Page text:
Karl D. Nolph
eritoneal dialysis is a technique whereby infusion of dialysis solu-
tion into the peritoneal cavity is followed by a variable dwell
time and subsequent drainage. Continuous ambulatory peri-
toneal dialysis (CAPD) is a continuous treatment consisting of four to
five 2-L dialysis exchanges per day (Fig. 4-1A). Diurnal exchanges last
4 to 6 hours, and the nocturnal exchange remains in the peritoneal
cavity for 6 to 8 hours. Continuous cyclic peritoneal dialysis, in real-
ity, is a continuous treatment carried out with an automated cycler
machine (Fig. 4-1B). Multiple short-dwell exchanges are performed at
night with the aid of an automated cycler machine. Other peritoneal
dialysis treatments consist of intermittent regimens (Fig. 4-2A-C).
During peritoneal dialysis, solutes and fluids are exchanged between
the capillary blood and the intraperitoneal fluid through a biologic
membrane, the peritoneum. The three-layered peritoneal membrane
consists of 1) the mesothelium, a continuous monolayer of flat cells,
and their basement membranes; 2) a very compliant interstitium; and
3) the capillary wall, consisting of a continuous layer of mainly non-
fenestrated endothelial cells, supported by a basement membrane. The
mesothelial layer is considered to be less of a transport barrier to fluid
and solutes, including macromolecules, than is the endothelial layer
. The capillary endothelial cell membrane is permeable to water
through aquaporins (radius of approximately 0.2 to 0.4 nm) . In
addition, small solutes and water are transported through ubiquitous
small pores (radius of approximately 0.4 to 0.55 nm). Sparsely popu-
lated large pores (radius of approximately 0.25 nm, perhaps mainly
venular) transport macromolecules passively. Diffusion and convection CHAPTER
move small molecules through the interstitium with its gel and sol
phases, which are restrictive owing to the phenomenon of exclusion
[3,4]. The splanchnic blood flow in the normal adult ranges from 1.0
to 2.4 L/min, arising from celiac and mesenteric arteries . The lym-
phatic vessels located primarily in the subdiaphragmatic region drain
fluid and solutes from the peritoneal cavity through bulk transport.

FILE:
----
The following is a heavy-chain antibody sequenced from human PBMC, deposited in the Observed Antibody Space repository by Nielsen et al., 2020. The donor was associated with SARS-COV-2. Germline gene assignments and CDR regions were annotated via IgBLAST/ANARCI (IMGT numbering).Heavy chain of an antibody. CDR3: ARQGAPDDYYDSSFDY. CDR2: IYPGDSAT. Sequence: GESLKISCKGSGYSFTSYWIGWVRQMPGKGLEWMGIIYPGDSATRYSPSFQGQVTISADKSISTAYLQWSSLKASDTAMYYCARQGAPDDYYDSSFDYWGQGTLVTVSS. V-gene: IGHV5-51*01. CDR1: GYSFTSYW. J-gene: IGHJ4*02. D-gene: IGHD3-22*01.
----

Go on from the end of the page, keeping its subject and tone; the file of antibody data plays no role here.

4.2 Dialysis as Treatment of End-Stage Renal Disease
The extent of lymph drainage from the peritoneal cavity is a sub- fraction of glucose absorbed from the dialysate at specific times can
ject of controversy owing to the lack of a direct method to mea- be determined by the ratio of dialysate glucose concentrations
sure lymph flow. at specific times to the initial level in the dialysis solution. Tests
Dialysis solution contains electrolytes in physiologic con- are standardized for the following: duration of the preceding
centrations to facilitate correction of acid-base and electrolyte exchange before the test; inflow volume; positions during
abnormalities. High concentrations of glucose in the dialysis inflow, drain, and dwell; durations of inflow and drain; sam-
solution generate ultrafiltration in proportion to the overall pling methods and processing; and laboratory assays .
osmotic gradient, the reflection coefficients of small solutes Creatinine and urea clearance rates are the most commonly used
relative to the peritoneum, and the peritoneal membrane indices of dialysis adequacy in clinical settings. Contributions
hydraulic permeability. Removal of solutes such as urea, creati- of residual renal clearances are significant in determining the
nine, phosphate, and other metabolic end products from the body adequacy of dialysis. The mass-transfer area coefficient (MTAC)
depends on the development of concentration gradients between represents the clearance rate by diffusion in the absence of ultrafil-
blood and intraperitoneal fluid, and the transport is driven by the tration and when the rate of solute accumulation in the dialysis
process of diffusion. The amount of solute removal is a function solution is zero. Peritoneal clearance is influenced by both blood
of the degree of its concentration gradient, the molecular size, and dialysate flow rates and by the MTAC . Therefore, the
membrane permeability and surface area, duration of dialysis, and maximum clearance rate can never be higher than any of these
charge. Ultrafiltration adds a convective component proportion- parameters. At infinite blood and dialysate flow rates, the clearance
ately more important as the molecular size of the solute increases. rate is equal to the MTAC and is mass-transfer–limited. Large mol-
The peritoneal equilibration test is a clinical tool used to charac- ecular weight solutes are mass-transfer–limited; therefore, their
terize the peritoneal membrane transport properties . Solute clearance rates do not increase significantly with high dialysate flow
transport rates are assessed by the rates of their equilibration rates . In CAPD, blood flow and MTAC rates are higher than is
between the peritoneal capillary blood and dialysate (see Fig. 4-8). the maximum achievable urea clearance rate. However, the urea
The ratio of solute concentrations in dialysate and plasma at specif- clearance rate approximately matches the dialysate flow rate, sug-
ic times during the dwell signifies the extent of solute transport. The gesting that the dialysate flow rate limits CAPD clearances.
Peritoneal Dialysis Regimens
Continuous peritoneal dialysis regimens.
Day Night Day Night
A, Continuous ambulatory peritoneal dialy-
sis (CAPD); B, continuous cyclic peritoneal
2.0 dialysis (CCPD) is shown. Multiple sequen-